Cars, not horses: Creating a sustainable growth advantage

Narciso T. Torres, Jr.

Realizing growth is a challenge for all entrepreneurs who dream of creating and scaling their startups into tomorrow’s multinational corporations. However, early successes in the fast-paced initial phase of development do not necessarily guarantee an enduring competitive advantage and business sustainability. What then sets apart market-leading entrepreneurs from those who failed?

In Daring to Compete, a new EY book exploring studies based on interactions with winning entrepreneurs of the EY Entrepreneur of the Year program, it was established that despite their differences in size and industry, leading entrepreneurs share a disciplined framework for growth.

Such a framework helps companies align their capabilities with their growth strategies and find gaps by focusing on the seven drivers of growth: customer, people, behavior and culture, technology, operations, transactions and alliances, finance and funding, and risk. This framework, which the book identified as the EY 7 Drivers of Growth, discovers what all businesses will need to manage and evolve as they progress through their various stages of development.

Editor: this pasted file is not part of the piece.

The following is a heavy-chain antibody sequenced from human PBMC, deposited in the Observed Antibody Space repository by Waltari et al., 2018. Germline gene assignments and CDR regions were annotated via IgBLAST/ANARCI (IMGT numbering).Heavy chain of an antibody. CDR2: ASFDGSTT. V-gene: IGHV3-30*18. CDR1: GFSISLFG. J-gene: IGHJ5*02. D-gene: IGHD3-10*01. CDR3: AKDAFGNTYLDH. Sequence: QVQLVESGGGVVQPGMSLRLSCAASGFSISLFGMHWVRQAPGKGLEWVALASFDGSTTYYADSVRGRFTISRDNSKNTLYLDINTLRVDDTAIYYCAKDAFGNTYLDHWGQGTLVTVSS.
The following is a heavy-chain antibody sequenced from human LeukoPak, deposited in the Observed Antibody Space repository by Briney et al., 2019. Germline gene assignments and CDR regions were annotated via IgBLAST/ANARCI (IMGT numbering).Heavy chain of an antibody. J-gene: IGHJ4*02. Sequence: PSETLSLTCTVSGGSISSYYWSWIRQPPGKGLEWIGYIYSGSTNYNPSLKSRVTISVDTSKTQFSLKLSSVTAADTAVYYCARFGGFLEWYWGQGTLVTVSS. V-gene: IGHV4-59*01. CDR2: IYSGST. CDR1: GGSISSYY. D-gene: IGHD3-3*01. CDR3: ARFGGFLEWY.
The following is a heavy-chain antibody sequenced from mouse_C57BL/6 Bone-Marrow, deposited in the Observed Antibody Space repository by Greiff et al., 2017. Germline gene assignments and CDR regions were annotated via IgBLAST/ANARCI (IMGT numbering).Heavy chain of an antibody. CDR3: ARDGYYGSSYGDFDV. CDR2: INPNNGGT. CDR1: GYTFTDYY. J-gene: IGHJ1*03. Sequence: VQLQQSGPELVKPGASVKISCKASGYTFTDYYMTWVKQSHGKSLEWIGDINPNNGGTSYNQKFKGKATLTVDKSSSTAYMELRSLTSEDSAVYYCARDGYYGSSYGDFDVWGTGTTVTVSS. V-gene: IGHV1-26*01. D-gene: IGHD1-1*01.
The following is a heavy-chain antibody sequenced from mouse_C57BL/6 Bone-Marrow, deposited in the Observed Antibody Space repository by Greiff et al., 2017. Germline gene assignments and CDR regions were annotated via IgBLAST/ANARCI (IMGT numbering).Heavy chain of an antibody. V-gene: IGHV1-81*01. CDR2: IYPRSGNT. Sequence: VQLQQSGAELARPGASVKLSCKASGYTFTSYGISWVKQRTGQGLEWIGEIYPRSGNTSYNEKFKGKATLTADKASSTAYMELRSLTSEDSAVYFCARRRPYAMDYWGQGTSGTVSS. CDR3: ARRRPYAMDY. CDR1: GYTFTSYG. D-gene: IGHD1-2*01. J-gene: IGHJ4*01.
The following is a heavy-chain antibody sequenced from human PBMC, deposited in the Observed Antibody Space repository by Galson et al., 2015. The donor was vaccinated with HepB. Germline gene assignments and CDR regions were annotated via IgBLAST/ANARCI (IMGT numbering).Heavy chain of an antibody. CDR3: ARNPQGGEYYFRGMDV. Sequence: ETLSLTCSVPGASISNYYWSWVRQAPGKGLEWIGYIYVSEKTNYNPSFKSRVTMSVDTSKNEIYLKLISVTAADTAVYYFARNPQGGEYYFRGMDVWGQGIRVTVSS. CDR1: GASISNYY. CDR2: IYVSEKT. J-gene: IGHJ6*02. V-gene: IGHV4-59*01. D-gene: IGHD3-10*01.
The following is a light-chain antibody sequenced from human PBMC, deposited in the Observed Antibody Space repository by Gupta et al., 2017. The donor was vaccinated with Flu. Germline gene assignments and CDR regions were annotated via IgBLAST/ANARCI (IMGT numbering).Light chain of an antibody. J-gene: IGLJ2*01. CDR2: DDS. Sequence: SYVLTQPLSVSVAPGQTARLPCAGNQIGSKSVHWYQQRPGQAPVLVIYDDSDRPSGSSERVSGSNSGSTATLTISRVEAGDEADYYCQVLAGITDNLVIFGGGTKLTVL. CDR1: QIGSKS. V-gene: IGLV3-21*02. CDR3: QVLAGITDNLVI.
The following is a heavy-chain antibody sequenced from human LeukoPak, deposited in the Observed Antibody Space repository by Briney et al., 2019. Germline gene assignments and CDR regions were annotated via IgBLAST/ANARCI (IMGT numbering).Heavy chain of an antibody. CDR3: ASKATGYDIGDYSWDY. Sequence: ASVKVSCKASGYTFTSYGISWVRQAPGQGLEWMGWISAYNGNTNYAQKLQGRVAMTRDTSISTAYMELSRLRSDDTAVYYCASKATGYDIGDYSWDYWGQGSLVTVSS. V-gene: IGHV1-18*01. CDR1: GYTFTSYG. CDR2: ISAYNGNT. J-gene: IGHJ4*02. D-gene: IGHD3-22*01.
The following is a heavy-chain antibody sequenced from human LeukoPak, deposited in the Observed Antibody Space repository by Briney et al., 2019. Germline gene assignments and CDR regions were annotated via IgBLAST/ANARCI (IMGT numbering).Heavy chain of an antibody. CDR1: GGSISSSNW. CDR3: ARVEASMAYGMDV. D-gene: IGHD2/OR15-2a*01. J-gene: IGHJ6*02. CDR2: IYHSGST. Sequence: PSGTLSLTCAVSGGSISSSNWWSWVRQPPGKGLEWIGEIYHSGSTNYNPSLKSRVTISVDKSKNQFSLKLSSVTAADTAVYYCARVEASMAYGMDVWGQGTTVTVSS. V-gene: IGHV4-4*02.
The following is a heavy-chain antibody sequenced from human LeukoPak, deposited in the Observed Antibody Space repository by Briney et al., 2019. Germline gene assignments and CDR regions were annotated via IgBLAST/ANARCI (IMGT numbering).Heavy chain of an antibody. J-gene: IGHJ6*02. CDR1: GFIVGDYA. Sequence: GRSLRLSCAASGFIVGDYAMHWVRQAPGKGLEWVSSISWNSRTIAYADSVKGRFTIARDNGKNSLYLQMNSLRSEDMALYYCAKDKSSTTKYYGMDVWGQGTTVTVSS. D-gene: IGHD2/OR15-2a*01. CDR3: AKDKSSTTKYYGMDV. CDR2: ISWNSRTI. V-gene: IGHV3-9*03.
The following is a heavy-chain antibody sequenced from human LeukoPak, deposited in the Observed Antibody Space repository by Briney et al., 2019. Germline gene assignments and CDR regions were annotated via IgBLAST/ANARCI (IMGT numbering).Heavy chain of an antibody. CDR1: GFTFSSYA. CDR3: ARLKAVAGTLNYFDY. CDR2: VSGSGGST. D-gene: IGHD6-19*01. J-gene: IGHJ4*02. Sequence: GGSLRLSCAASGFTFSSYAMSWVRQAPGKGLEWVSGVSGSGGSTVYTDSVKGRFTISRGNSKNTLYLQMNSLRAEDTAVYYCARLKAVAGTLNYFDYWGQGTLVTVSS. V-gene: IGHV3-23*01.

Most companies service their customers directly in the early stages of business, equipping them with the ability to build direct relationships. However, competing operational priorities can easily cause a business to lose focus on its customers.

Successful entrepreneurs know that to become market leaders, they must not only meet their customers’ expectations – they must exceed them. It should be noted, however, that this does not always mean giving the customer what they want, such as the case with Henry Ford. The father of the automobile industry famously said that if he’d asked what his customers wanted, they would have asked for faster horses. By finding an alternative perspective of the customer’s needs and wants, a company can disrupt the market, and create a truly sustainable advantage.

Moreover, by challenging traditional business models and continuously raising the bar, today’s companies are bound to seek digital innovation. Evolving businesses do not initiate digital transformation out of a simple interest in technology; they do so to focus on customer agility and business change. Digital technologies such as data analytics allow them to make faster, smarter decisions to improve business performance, manage risk, and enhance operations.

While this potential value is recognized, businesses still find it difficult to successfully utilize information technology to deliver business change. This means business leaders need to ask themselves the question of how to adapt their business model to create new opportunities, roles, and skills in light of new technologies, and effectively integrate these new technologies into the relevant aspects of their business.

A modernized workforce is key to leveraging new technologies, but companies, particularly those in their nascent stages, face their own challenges in attracting and retaining skilled individuals.